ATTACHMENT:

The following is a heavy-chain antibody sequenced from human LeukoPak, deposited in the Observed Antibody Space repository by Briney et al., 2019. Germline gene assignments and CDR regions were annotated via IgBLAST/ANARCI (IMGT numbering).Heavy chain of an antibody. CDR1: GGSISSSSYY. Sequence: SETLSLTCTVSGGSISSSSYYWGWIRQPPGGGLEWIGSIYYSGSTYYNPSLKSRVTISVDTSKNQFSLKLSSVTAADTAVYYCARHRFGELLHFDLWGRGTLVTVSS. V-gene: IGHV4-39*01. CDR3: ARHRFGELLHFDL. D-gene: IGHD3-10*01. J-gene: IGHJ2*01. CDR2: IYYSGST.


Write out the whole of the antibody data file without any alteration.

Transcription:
The following is a heavy-chain antibody sequenced from human LeukoPak, deposited in the Observed Antibody Space repository by Briney et al., 2019. Germline gene assignments and CDR regions were annotated via IgBLAST/ANARCI (IMGT numbering).Heavy chain of an antibody. CDR1: GGSISSSSYY. Sequence: SETLSLTCTVSGGSISSSSYYWGWIRQPPGGGLEWIGSIYYSGSTYYNPSLKSRVTISVDTSKNQFSLKLSSVTAADTAVYYCARHRFGELLHFDLWGRGTLVTVSS. V-gene: IGHV4-39*01. CDR3: ARHRFGELLHFDL. D-gene: IGHD3-10*01. J-gene: IGHJ2*01. CDR2: IYYSGST.